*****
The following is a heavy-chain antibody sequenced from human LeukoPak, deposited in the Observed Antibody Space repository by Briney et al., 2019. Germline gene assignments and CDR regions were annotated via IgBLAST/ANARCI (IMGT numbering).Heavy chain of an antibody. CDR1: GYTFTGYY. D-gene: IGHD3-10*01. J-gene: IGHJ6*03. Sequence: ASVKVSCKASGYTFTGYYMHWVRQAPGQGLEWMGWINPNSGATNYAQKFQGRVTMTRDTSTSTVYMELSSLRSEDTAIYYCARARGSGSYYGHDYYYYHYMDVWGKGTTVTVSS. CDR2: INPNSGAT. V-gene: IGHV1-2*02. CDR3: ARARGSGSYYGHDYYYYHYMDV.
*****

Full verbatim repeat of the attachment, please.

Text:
The following is a heavy-chain antibody sequenced from human LeukoPak, deposited in the Observed Antibody Space repository by Briney et al., 2019. Germline gene assignments and CDR regions were annotated via IgBLAST/ANARCI (IMGT numbering).Heavy chain of an antibody. CDR1: GYTFTGYY. D-gene: IGHD3-10*01. J-gene: IGHJ6*03. Sequence: ASVKVSCKASGYTFTGYYMHWVRQAPGQGLEWMGWINPNSGATNYAQKFQGRVTMTRDTSTSTVYMELSSLRSEDTAIYYCARARGSGSYYGHDYYYYHYMDVWGKGTTVTVSS. CDR2: INPNSGAT. V-gene: IGHV1-2*02. CDR3: ARARGSGSYYGHDYYYYHYMDV.